Parents' education has no effect on childrens exam results


The gender of school pupils and their parents’ educational level has no major effect on the performance of the most able 25% of those taking GCSEs, according to new research by the British Sociological Association.

Researchers looked at the results of cognitive tests and questionnaires carried out by 11,720 Year 11 pupils at state and private schools before their GCSE examinations.

Dr Judith Glaesser and Professor Barry Cooper, of Durham University, found that for the pupils who were in the top quarter in the cognitive tests, their parents’ educational level had no major effect on their attaining good GCSE results.

Among this top quarter in the cognitive test scores, there was no major difference in their GCSE results between those with and without well-educated parents, and girls and boys did almost equally well, the researchers found. This was true both in academically selective and non-selective schools.

The researchers found that parents’ educational achievements and the gender of the pupils did matter for those who had less good results in the cognitive ability test.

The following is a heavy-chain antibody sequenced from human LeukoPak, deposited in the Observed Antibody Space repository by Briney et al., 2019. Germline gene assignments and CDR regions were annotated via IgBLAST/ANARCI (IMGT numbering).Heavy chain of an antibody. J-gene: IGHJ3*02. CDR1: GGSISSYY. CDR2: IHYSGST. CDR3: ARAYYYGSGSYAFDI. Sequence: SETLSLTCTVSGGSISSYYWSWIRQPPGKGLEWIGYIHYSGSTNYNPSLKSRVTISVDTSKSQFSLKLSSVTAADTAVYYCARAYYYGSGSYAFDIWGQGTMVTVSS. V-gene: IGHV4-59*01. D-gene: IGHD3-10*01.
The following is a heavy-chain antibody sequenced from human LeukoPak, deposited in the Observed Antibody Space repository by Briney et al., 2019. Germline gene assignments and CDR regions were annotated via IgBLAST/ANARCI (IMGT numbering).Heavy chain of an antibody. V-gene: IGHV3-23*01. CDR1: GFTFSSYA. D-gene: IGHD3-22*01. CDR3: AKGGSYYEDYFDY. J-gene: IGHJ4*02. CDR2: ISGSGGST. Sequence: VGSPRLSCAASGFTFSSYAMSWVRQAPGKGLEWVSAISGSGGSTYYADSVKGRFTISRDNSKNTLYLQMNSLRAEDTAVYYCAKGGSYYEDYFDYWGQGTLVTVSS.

For boys in state and non-selective private schools who were in the second highest quarter in their cognitive test results, having parents with O levels placed them 16 percentage points higher in terms of GCSE success than those whose parents did not. For girls the difference was only 8 percentage points - parental education made less difference for them.

For less able pupils, the disadvantage of not having parents who could help them fully with homework or encourage them to study by example was more marked. This was especially true for boys.

The researchers used data from Durham University’s Centre for Evaluation and Monitoring, which conducts large scale educational monitoring for schools including gathering data on parental education levels. The researchers looked at the 2005 data for the cognitive tests and questionnaires, and at how these pupils then went on to perform in the 2005 GCSEs.

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